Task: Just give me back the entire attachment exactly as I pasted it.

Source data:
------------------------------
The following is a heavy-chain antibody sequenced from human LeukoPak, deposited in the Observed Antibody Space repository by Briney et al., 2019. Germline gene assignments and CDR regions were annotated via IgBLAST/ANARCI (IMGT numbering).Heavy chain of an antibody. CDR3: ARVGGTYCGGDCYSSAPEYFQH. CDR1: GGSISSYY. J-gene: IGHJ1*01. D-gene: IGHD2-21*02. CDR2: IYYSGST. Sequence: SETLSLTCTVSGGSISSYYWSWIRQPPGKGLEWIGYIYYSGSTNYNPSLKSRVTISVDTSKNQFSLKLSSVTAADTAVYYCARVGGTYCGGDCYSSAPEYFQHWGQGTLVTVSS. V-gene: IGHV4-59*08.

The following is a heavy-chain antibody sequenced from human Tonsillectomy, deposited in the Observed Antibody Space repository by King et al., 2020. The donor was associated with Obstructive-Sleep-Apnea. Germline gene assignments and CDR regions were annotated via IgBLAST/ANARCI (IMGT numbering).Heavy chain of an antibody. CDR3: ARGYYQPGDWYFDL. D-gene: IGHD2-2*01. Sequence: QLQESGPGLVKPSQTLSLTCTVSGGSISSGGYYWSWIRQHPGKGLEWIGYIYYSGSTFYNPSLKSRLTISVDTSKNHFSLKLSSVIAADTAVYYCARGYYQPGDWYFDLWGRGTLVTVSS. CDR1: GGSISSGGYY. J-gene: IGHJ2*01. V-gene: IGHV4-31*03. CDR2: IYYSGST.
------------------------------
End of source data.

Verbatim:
The following is a heavy-chain antibody sequenced from human LeukoPak, deposited in the Observed Antibody Space repository by Briney et al., 2019. Germline gene assignments and CDR regions were annotated via IgBLAST/ANARCI (IMGT numbering).Heavy chain of an antibody. CDR3: ARVGGTYCGGDCYSSAPEYFQH. CDR1: GGSISSYY. J-gene: IGHJ1*01. D-gene: IGHD2-21*02. CDR2: IYYSGST. Sequence: SETLSLTCTVSGGSISSYYWSWIRQPPGKGLEWIGYIYYSGSTNYNPSLKSRVTISVDTSKNQFSLKLSSVTAADTAVYYCARVGGTYCGGDCYSSAPEYFQHWGQGTLVTVSS. V-gene: IGHV4-59*08.

The following is a heavy-chain antibody sequenced from human Tonsillectomy, deposited in the Observed Antibody Space repository by King et al., 2020. The donor was associated with Obstructive-Sleep-Apnea. Germline gene assignments and CDR regions were annotated via IgBLAST/ANARCI (IMGT numbering).Heavy chain of an antibody. CDR3: ARGYYQPGDWYFDL. D-gene: IGHD2-2*01. Sequence: QLQESGPGLVKPSQTLSLTCTVSGGSISSGGYYWSWIRQHPGKGLEWIGYIYYSGSTFYNPSLKSRLTISVDTSKNHFSLKLSSVIAADTAVYYCARGYYQPGDWYFDLWGRGTLVTVSS. CDR1: GGSISSGGYY. J-gene: IGHJ2*01. V-gene: IGHV4-31*03. CDR2: IYYSGST.